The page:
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edge staff writer


‘The Largesse of the Sea Maiden’ sublime and ridiculous

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The best short fiction embraces the limitations of the form and turns them into foundational strengths. There’s a power in brevity that many writers can never fully harness, their work coming off as either overwritten or clumsily truncated.

But when someone displays a true mastery, literary brilliance often follows.

And so it is with “The Largesse of the Sea Maiden” (Random House, $27), a quintet of stories from the late Denis Johnson that explore the writer’s longstanding fascination with the freaks and fakes that exist on the fringes of society. Each one of these five tales can be held up as a masterpiece and a masterclass, powerfully evocative and poetically emotive even as the unsavory seediness and/or deliberate disconnect displayed by the characters bubbles and oozes to the surface.

The collection kicks off with the titular story. It’s a series of memories, fragments of a life lived almost in absentia. An adman by the name of Bill Whitman is floating through the world, dispassionately observing his surroundings with a keen, yet ultimately distant eye. Snippets of description – about the animated ad for which he won an award or the dinner party in which a former soldier’s scars become an unexpected focus – flash by, tied together by connective tissue thin and thoughtful.

“The Starlight on Idaho” is an epistolary piece, unfolding in a series of letters written by the protagonist, a recovering addict who has taken up residence in the titular structure, a former motel that has been converted into a rehabilitation center. He writes to old friends, to family, to his sponsor and even to some higher (and lower) spiritual powers – all in an effort to truly get better. What glimpses of the past we get seem to indicate that he wasn’t always sincere in his recovery pursuits, but he’s ready know – even if he does still have plenty of doubts.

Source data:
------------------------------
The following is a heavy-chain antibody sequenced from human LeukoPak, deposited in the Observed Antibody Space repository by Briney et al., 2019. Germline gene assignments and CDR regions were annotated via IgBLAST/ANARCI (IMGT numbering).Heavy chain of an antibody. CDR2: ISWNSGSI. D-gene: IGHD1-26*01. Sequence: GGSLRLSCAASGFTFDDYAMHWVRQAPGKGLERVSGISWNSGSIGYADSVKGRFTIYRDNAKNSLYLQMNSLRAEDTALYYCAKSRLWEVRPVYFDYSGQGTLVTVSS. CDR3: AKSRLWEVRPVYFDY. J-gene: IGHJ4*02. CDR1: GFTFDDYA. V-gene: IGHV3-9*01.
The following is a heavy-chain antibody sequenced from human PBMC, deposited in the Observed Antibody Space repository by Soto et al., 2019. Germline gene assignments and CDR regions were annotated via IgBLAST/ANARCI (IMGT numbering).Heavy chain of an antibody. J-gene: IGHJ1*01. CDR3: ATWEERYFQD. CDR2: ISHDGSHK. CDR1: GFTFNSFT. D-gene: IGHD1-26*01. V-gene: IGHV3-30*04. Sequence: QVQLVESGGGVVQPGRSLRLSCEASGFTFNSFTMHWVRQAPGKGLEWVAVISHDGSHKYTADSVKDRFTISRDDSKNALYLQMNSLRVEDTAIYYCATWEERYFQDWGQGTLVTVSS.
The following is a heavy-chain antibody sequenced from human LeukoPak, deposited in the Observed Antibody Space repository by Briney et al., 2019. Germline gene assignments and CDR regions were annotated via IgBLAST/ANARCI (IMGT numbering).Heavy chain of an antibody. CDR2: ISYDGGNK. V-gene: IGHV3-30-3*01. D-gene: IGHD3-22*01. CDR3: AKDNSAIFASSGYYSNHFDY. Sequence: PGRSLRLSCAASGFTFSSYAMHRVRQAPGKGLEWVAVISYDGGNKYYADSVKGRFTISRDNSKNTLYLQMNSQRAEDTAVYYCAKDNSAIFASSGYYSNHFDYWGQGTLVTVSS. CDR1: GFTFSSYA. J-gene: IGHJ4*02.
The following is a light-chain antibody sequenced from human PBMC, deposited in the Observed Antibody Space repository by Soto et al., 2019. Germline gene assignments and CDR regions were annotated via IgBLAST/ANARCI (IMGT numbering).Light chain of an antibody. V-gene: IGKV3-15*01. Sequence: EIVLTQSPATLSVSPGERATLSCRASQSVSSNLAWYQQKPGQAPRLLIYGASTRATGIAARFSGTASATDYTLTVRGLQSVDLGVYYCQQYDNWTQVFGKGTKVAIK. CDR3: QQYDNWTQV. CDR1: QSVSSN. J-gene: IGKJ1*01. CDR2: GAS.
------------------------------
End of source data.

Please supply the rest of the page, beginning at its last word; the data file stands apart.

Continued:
Next is “Strangler Bob,” a weird and hallucinatory journey through a small county lockup in 1967. A young man is sentenced to six weeks for stealing a car and crashing it into a utility pole. His roommate is the Bob of the title, locked up and awaiting sentencing for deeds far darker than a mere joyride. We also meet some of the other lost souls within the walls and watch the rhymeless, reasonless wanderings that they undertake as they simply try to get by.

“Triumph Over the Grave” revolves around another favorite type of Johnson’s – the middle-aged writer whose degree of success is difficult to define. This writer’s story revolves around his interactions with friends whose deaths are looming and his struggles to give them what they need from him while grappling with his own misgivings about what lies ahead.

Finally, we have “Doppelganger, Poltergeist,” another writer-centric tale in which a once-aspiring poet (now resigned to the “those who can’t, teach” side of that chestnut of an aphoristic equation) becomes wrapped up in the unhinged orbit of a talented, Elvis-obsessed writer. What follows is a deep dive into the myriad ways that loss and grief can open doors that lead in unwanted directions, down paths where misery and anger and lunatic conspiracy abound.

“The Largesse of the Sea Maiden” is a short book, but not a short read. Johnson is a master of quality over quantity, crafting exquisite sentences that capture feelings with poetic precision. His prose demands savoring; one can find oneself turning these turns of phrase over and over, re-reading and re-experiencing the words as they evoke a dirty beauty rendered all the more stunning by their grit. The language builds in the brain and haunts the heart, mining the mire for a sense of the sublime.

A rehab is described as “a salvage yard for people who totaled their souls.” A writer’s welcome resignation upon examining another’s work is evoked: “They were the real thing, line after line of the real thing, and as I held them in my hands a secret anguish relaxed its grip on my heart, and I accepted I’d never be a poet, only a teacher of poets.” Questions posed to the reader, wondering “if you’re like me, if you collect and squirrel away certain odd moments when the Mystery winks at you.”

The stories are exquisite.

There are plenty of people out there who consider Denis Johnson to be one of the finest writers of his generation. His National Book Award and pair of Pulitzer Prize nominations certainly don’t hurt his case. “The Largesse of the Sea Maiden” is the last such collection we’re going to get from this seminal talent, a brilliant and idiosyncratic crawl along society’s underbelly, a place of duty and desperation where sadness and strength aren’t mutually exclusive. A remarkable work and a fitting goodbye from a literary great.


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